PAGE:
Thankfully, we had our gender reveal party two days later, and we found out she was a girl.  The next day, I turned to Josh, and said, “We need to name her.  Tonight.”  I made a short list of names while he was at work, and that night, we decided on one.  Eisley Mae.

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Finally, I felt like I was pregnant with Eisley and not spina bifida.  She had a name, and an identity beyond her diagnosis.  And for the rest of my pregnancy, I could be excited about the person she would be, disability and all.

Now that she is here, it is much easier to see her humanity beyond her disability.  Sure, she is almost 15 months and has yet to pull up on her own, but she also loves Daniel Tiger and says, “Maow!” when she sees one of the cats.  I have to be aware of her behavior and watch for symptoms of shunt malfunction, but she loves bananas and cuddling, like many other 15 month olds do.

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I want the world to see her as I do-a person first.  She is different than a typical person, but she has so much more to her than her disability.  For this reason, I am very careful about the language I use when speaking or writing about her.  Rather than saying “she’s a spina bifida baby,” I say, “she has spina bifida,” or, “she’s a baby with spina bifida”.  It’s a very subtle difference, but an important one.  Person First language seeks to define the person as just that-a person.  Their disability is a descriptor, and should be used after their humanity.  Just like I would prefer not to be described as “a short girl” but rather, “a girl who is short”.  In my case, my short stature is not a disability, but it is true.  I am 5’0″, well below average height, but that is not the most important characteristic about me.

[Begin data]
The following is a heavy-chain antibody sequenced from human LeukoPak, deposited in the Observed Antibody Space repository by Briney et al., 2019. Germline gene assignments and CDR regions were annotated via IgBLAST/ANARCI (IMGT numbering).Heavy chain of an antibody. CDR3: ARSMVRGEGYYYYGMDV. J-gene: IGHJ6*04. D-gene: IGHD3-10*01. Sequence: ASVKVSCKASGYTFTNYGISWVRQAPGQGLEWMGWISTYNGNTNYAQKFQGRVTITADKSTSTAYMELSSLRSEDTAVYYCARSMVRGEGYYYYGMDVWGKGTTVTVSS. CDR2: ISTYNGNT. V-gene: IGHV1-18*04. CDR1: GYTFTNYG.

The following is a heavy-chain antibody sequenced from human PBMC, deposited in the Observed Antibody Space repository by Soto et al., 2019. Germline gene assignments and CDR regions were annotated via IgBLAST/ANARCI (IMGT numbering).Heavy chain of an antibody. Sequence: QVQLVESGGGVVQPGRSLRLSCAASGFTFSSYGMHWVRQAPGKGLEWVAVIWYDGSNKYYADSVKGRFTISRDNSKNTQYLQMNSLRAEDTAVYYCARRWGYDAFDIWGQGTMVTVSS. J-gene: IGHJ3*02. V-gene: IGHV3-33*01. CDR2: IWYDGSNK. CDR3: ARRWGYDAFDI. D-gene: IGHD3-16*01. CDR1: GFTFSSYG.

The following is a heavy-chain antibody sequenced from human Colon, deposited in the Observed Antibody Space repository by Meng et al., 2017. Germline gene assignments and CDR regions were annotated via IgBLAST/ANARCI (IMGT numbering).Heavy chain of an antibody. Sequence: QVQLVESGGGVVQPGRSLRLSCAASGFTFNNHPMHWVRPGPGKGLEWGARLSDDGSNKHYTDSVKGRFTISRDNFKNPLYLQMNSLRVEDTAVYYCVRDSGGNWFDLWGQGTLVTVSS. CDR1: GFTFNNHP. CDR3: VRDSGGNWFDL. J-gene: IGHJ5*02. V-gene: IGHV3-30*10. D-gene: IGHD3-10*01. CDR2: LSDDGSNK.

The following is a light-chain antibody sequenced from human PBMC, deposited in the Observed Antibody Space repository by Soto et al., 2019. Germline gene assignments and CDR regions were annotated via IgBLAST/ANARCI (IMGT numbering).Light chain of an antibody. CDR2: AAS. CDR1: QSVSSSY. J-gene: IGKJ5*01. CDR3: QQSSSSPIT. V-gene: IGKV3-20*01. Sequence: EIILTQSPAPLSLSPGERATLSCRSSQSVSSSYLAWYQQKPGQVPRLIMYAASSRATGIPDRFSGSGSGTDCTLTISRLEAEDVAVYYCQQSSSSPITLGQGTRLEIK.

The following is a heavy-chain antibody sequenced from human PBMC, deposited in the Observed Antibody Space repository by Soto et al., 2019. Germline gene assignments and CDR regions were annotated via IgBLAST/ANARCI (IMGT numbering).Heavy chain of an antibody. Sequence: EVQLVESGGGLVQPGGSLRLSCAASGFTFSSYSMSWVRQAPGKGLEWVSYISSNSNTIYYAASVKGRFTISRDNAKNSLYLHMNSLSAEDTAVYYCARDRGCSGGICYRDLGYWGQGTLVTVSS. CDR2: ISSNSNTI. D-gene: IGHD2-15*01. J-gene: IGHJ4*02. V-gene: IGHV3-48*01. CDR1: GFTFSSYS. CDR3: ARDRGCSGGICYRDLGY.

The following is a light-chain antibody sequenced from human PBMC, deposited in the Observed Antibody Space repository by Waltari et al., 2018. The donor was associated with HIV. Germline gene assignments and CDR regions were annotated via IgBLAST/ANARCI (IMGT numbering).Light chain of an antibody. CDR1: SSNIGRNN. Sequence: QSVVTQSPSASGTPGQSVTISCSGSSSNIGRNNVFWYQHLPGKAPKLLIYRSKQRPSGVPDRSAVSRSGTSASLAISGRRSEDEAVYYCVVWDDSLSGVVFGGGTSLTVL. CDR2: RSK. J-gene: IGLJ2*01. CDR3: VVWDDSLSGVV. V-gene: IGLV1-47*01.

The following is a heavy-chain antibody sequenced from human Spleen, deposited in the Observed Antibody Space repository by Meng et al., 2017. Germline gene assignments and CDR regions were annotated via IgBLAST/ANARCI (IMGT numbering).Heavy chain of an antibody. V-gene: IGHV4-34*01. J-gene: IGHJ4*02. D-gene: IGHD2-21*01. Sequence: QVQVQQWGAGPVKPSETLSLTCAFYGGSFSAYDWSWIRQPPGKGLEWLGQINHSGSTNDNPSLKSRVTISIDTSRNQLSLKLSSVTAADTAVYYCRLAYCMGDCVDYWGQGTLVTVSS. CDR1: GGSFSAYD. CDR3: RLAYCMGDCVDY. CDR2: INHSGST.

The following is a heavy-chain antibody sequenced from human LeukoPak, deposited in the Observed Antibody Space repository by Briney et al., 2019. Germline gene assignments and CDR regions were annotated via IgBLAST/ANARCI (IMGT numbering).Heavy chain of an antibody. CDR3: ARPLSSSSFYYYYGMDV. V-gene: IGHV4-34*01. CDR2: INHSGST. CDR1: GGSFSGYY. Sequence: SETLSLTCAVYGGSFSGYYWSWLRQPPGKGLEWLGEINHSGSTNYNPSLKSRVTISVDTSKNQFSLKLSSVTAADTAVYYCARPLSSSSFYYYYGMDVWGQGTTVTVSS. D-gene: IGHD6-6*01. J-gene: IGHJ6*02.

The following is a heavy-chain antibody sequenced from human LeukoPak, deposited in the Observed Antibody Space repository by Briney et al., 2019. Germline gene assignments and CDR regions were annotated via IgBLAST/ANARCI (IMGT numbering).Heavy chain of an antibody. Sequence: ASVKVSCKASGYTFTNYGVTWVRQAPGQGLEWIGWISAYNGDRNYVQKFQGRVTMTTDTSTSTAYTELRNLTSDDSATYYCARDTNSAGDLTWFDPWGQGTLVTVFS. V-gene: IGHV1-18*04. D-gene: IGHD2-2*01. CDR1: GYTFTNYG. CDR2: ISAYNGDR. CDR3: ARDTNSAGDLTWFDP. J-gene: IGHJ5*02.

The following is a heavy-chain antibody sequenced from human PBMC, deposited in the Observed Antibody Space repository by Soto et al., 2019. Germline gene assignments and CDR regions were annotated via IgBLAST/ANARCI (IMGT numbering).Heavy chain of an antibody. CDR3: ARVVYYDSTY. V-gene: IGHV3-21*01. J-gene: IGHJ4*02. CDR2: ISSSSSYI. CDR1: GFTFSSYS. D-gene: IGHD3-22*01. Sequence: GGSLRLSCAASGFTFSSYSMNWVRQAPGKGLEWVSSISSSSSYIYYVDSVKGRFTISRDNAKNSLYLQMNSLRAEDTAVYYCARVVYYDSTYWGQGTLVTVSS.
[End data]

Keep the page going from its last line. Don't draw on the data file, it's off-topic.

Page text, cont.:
The same applies for people with adaptive equipment, as well as other disabilities.  Rather than describing someone as “confined to a wheelchair” (which is another blog entirely-they are not “confined”-their wheelchair actually gives them freedom and abilities they would otherwise not have without it!), it is more respectful to describe them as a “person who uses a wheelchair”, or a “wheelchair user”.

Although I am not a part of other disability parenting communities, I have heard that many other disability communities champion Person First language as well.  So instead of saying “He’s a Downs kid,” a more respectful phrasing would be, “He has Downs Syndrome.”

If disability is not your every day, it may not seem like a big deal, so why bother? It does take a little bit of thought and effort to change the way we think and speak about others, but from my experience, you can’t ever go wrong with being respectful.  If you’re not sure, a good rule of thumb is to listen to how a person with a disability describes him or herself.  They would not refer to themselves in a way they feel is offensive, so it is usually a respectful way to describe them.  And many people with disabilities are open to educating others about their disability, so you can also just ask them what they prefer.

Words matter, and they do sometimes hurt.  Being thoughtful with your words can make a world of difference to someone who already has to work so hard to be known and respected by the world.

Maybe people get tired of me gushing about Eisley, but I don’t think I’ll ever stop. #sorrynotsorry.  I just want everyone to know what an amazing person she is.

A person with spina bifida.

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I can’t change disability-but would I?

When I go back and read my Instagram post from June 24th, 2016, I can feel the sadness and pain in my words as if I had just typed them yesterday.  It was the day we learned about Eisley’s diagnosis of spina bifida, and we decided to share the news with our family and friends.  I couldn’t stop crying that day, and I felt like my entire world had changed.

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And really, it had.

But I wish I could go back and tell myself that it was changing for the better (not that I would have believed my future self, but still).

A question that I sometimes ask myself is, would I change Eisley’s spina bifida, if I could?

The answer is no.  And yes.  It’s a complicated, conflicted answer.